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Kulir 100 degrees C has good music

By Pavithra Srinivasan
December 31, 2008 17:22 IST
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Every music album reaches you with some amount of hype that automatically sky-rockets when stars are involved. But N-Viz Entertainment's Kulir 100 degrees C, an Anita Udeep film that supposedly deals with school students, comes with an understated freshness. Its music director, Bobo Shashi, has put together an interesting set of tunes. Here's the lowdown on it:

Boom, rendered by Benny Dayal and Abhishek, begins in an ordinary way, but manages a few surprises. Technically, it starts as a rap and keeps up the momentum, even as it shifts from catchy beats to Arabian music and rhythm. But Pa Vijay's lyrics are not inspiring.

Hip Hop Hurray is a joyous, delightful song and has the Latino swing in full. BoomerangX takes the credit for the lyrics, while Coco Nandha and MC Bullet have performed with enthusiastic abandon. You may not understand what's being said but the peppy beats make up for it, and make you want to listen to it repeatedly.

Beginning with serene guitar strings and Simbhu's voice (which is uncannily similar to a young Ilayaraja) murmuring the lyrics along with Rap Abhishek, Shivam and Srikanth is Manasellam (Unplugged). V Ilango's lyrics seem more fitting to that of a lover, rather than a friend who has passed away. Still, the gently sorrowful tune does take over and infuse you with sadness, and the guitar adds to the effect, even if the rap spoils the effect at times. 'I didn't know the word 'friend' had an 'end',' is rather touching.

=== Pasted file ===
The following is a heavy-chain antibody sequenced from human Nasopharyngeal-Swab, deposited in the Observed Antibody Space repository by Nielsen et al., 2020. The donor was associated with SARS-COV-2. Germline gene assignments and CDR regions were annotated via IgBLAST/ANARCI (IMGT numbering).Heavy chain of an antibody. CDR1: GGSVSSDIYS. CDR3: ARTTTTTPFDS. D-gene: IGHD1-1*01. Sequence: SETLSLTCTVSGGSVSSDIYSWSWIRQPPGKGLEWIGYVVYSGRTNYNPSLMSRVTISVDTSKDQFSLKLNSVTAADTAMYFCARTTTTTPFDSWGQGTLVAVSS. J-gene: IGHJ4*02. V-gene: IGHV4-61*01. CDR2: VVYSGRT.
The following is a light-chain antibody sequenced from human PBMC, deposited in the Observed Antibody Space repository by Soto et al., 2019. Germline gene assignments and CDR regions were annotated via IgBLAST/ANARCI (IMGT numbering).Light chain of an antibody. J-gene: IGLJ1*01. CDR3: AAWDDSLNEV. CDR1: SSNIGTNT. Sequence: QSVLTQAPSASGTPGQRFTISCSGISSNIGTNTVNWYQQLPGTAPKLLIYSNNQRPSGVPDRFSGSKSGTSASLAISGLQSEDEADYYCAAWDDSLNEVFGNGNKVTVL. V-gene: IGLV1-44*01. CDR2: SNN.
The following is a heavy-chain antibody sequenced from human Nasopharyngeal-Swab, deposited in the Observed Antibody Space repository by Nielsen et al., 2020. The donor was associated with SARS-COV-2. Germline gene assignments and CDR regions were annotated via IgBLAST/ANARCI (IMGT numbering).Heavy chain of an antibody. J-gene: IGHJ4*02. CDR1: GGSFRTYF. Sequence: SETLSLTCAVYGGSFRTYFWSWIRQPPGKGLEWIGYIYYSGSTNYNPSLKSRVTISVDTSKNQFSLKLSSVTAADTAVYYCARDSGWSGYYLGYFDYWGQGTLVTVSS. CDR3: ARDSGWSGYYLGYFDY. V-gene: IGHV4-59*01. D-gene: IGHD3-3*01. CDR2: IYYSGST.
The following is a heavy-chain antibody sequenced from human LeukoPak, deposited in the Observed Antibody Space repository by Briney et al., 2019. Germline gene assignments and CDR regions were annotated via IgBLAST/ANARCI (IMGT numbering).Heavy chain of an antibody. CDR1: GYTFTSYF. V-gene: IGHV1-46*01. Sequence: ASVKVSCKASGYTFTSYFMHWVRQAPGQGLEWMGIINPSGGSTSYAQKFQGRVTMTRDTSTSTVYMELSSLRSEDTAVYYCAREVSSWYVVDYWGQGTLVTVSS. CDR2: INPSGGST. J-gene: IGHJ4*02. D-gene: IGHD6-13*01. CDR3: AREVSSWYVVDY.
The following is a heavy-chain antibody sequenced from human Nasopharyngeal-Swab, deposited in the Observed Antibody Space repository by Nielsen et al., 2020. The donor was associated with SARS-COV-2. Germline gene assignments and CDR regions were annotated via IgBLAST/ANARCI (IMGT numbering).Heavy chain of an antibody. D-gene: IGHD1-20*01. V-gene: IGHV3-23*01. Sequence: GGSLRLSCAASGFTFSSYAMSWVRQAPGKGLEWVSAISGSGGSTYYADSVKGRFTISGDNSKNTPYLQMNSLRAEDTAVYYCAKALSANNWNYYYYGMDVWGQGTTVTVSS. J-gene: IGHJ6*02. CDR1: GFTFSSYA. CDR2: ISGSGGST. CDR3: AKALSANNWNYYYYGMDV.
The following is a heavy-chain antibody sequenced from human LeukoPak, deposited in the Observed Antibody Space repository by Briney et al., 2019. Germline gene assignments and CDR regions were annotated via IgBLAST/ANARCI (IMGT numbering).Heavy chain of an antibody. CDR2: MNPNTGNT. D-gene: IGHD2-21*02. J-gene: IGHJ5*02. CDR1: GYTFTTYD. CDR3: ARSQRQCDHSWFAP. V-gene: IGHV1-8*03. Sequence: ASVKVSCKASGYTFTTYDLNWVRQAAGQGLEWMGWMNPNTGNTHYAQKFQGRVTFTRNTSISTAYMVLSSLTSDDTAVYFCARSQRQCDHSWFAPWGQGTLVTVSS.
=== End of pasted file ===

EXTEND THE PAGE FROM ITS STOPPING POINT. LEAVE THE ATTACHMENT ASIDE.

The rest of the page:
A car starts, intriguingly, in Sirakinri Parakkalam  and that's the cue for Geetha, Rekha, Saritha, Archana, Benny Dayal Swami, lil-j, Bobo Shashi have all taken a hand in singing Purple Patch's lyrics. The tune, a synthesized music medley which goes all the hog with lyrics that sound like they've been bitten out, remind you faintly of A R Rahman's Oorvasi. After the previous two numbers, this one sounds a bit flat.

Krish's Un Uyir Nanban begins with the guitar and his fluid voice touches all the high notes to Abhishek and Shivam's lyrics. This one, if not very scintillating, is your mandatory love song with romantic musical notes and slightly breathless vocals.

Nallavan Kettavan begins in an intriguing fashion with a villain's horrible laughter, odd bell peals and an appropriate modern screeching voice and howls while Coco Nandha and MC Bullet contribute their voices to BoomerangX's lyrics. Meanwhile, evil villainess laughter and threats continue on an aside, make you wonder exactly how this one is going to be picturised.

V Ilango's Manasellam, this time rendered in a somber fashion by Ranjith is serene and sorrowful this time around , a little lacking in spice, compared with its Unplugged version. Show me the meaning of being lonely might be lifted from Backstreet Boys -- indeed, the tune itself resembles it closely -- but it's still an engaging melody, for all that.

Newcomer Bobo Shashi has certainly gone all out to provide an interesting album. Kulir 100 degrees C is definitely worth your time and money.

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Pavithra Srinivasan